The key to keeping your hearing healthy is knowing how much loud sound you’re exposed to. A ‘noise diet’ can protect your hearing from future problems.
Most cases of deafness are caused by damage to the tiny hair cells in the inner ear. This damage can be caused by too much noise, and it’s permanent. Noise-related hearing loss is usually irreversible.
It is important that we all take steps to prevent noise-related damage. The key to keeping your hearing intact is to avoid loud noise.
The louder the sound, the less time you can safely listen to it. Just because a sound isn’t annoying doesn’t make it safe.
Noisy occupations, such as working in factories or on roadworks, used to be the most common cause of hearing problems. But with the tightening of health and safety rules, working in a noisy industry should be less hazardous to your hearing, provided you wear the correct ear protection.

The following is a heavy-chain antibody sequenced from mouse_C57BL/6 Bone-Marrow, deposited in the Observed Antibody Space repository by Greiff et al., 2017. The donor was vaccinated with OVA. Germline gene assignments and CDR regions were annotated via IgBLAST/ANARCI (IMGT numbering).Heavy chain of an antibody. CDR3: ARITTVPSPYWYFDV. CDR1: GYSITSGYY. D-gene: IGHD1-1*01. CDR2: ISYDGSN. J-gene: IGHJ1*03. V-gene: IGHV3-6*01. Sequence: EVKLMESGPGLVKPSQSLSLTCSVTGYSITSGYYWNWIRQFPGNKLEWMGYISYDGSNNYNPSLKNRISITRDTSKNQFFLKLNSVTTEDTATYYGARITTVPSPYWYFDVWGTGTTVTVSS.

Nowadays it’s recreational loud noise that’s the main problem, especially from MP3 players, such as iPods, as well as noisy clubs and music gigs. That's thought to be why hearing loss is increasingly affecting younger people.
Read more about how to protect your ears from loud music.
Are you exposed to too much noise?
You can lose some hearing after being exposed to loud noises for too long, for example by standing close to speakers at a nightclub. Or hearing can be damaged after a short burst of explosive noise, such as gunshots or fireworks.
If you work or frequently spend time in a noisy place or listen to loud music a lot, you could be losing your hearing without even realising it.
The best way to avoid developing noise-induced hearing loss is to keep away from loud noise as much as you can.